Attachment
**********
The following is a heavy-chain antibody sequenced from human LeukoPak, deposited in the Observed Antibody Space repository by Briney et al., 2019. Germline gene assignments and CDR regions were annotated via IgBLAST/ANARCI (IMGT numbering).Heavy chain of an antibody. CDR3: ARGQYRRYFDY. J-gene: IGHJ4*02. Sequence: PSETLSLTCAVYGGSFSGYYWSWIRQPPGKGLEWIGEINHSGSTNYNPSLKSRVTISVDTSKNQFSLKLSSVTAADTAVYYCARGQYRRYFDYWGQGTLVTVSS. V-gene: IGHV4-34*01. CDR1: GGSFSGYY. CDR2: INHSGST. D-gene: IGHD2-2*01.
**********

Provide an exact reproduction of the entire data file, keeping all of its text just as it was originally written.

The following is a heavy-chain antibody sequenced from human LeukoPak, deposited in the Observed Antibody Space repository by Briney et al., 2019. Germline gene assignments and CDR regions were annotated via IgBLAST/ANARCI (IMGT numbering).Heavy chain of an antibody. CDR3: ARGQYRRYFDY. J-gene: IGHJ4*02. Sequence: PSETLSLTCAVYGGSFSGYYWSWIRQPPGKGLEWIGEINHSGSTNYNPSLKSRVTISVDTSKNQFSLKLSSVTAADTAVYYCARGQYRRYFDYWGQGTLVTVSS. V-gene: IGHV4-34*01. CDR1: GGSFSGYY. CDR2: INHSGST. D-gene: IGHD2-2*01.